Marks eighth year with no distribution increase!
Every spring, our generation provider, Buckeye Power, reviews its generation revenue requirements and adjusts the wholesale rates that it charges distribution cooperatives like URE. We review the new rates and determine if adjustments are needed to the retail rates charged to our members. Our goal is to always pass through incurred costs for energy to our members carefully and fairly.
There are 4 elements to Buckeye’s wholesale rates: fuel, PJM demand, Buckeye demand, and energy. The most significant of these is the fuel charge, which is based on the cost of coal, natural gas, and other resources needed to turn the turbines to generate electricity. This is a variable rate charged by kilowatt-hour usage and changes every month. It is also a variable rate on the URE bill to our members.
The other 3 elements are reviewed and adjusted once a year. Buckeye Power is a member of the Pennsylvania, Jersey, Maryland (PJM) regional transmission organization (RTO) that interconnects the power grid over a large portion of the eastern United States. The demand rate associated with PJM is not changing. The Buckeye demand charge covers fixed costs such as depreciation and property taxes on the generation plants and is decreasing July 1 by 15.2%. Finally, the energy charge is based on kilowatt-hour usage and covers Buckeye’s variable costs, such as maintenance on the generation plants and administration. The energy rate per kilowatt-hour is increasing just slightly by 0.35%.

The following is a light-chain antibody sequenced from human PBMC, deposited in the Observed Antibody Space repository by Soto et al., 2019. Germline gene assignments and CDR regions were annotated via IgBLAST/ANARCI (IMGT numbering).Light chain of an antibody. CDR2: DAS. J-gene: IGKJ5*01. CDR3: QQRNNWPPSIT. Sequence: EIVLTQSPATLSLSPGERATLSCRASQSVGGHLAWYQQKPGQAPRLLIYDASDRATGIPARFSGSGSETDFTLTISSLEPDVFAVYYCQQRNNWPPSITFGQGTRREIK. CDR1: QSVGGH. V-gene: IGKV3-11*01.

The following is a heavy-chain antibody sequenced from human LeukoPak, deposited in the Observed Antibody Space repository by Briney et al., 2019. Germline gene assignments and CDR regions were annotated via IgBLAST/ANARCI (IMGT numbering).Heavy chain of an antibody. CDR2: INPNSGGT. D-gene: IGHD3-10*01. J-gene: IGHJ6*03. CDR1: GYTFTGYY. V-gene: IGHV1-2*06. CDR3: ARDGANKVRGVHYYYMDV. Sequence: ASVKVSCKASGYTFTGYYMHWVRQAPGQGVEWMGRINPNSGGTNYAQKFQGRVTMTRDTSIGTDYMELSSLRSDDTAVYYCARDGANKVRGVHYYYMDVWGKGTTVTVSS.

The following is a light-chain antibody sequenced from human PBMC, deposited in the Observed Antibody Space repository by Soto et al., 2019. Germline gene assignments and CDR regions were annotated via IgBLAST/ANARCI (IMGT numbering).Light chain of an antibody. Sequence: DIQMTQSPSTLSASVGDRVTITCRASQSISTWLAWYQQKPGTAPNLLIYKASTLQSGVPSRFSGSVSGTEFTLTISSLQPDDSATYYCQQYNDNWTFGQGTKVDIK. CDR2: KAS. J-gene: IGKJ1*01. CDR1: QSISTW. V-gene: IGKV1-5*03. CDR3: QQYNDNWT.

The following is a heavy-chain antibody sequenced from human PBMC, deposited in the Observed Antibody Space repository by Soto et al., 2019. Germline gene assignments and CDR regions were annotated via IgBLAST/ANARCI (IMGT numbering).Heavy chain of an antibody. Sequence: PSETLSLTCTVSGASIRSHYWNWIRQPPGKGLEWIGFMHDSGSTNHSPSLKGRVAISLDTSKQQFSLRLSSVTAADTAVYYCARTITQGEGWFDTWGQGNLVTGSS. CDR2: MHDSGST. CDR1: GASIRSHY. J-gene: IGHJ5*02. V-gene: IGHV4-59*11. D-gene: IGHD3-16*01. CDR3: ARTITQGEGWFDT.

While the fuel cost portion of the bill you receive every month will continue to vary based on Buckeye’s costs for coal and natural gas, the generation rate on your residential bills will actually decrease from $0.0387 per kilowatt-hour to $0.0363, or 6.2%, and the demand (kW) portion of three-phase commercial bills will decrease from $6.12 per kilowatt to $5.45, or 10.9%. Not accounting for changes to the variable fuel and transmission portion of invoices, the average residential and commercial bill will decrease by 1.6%.
It is likely that you’ve heard generation rates are increasing in the region. It is true that many investor-owned utilities who participate in market purchases for their electricity are seeing huge increases. Because Buckeye owns and operates their own generation stations, they have been better able to control costs rather than purchasing energy at auction for the going rate.
There will be no change in URE’s approach to billing transmission and distribution services. The investor-owned utilities we rely on for transmission continue to increase rates as they add capacity. The transmission rates we charge our members are designed to collect the wholesale transmission costs without markup. And, for the eighth consecutive year, there will be no increase to retail distribution rates. The distribution charge on your bill funds the operations of URE, your local electricity provider.
URE’s natural gas rates will also remain unchanged. Gas commodity rates (the cost of gas and the transmission capacity we must purchase to deliver to our members) will continue to be passed through to all members based on actual cost, and there are no changes to the distribution or service charges.
As a not-for-profit cooperative, our goal is to bill our membership only for what we are billed for electric and natural gas costs plus the cost of operating the distribution systems along with reasonable margins. Eventually, these margins are returned to our members in the form of billing credits.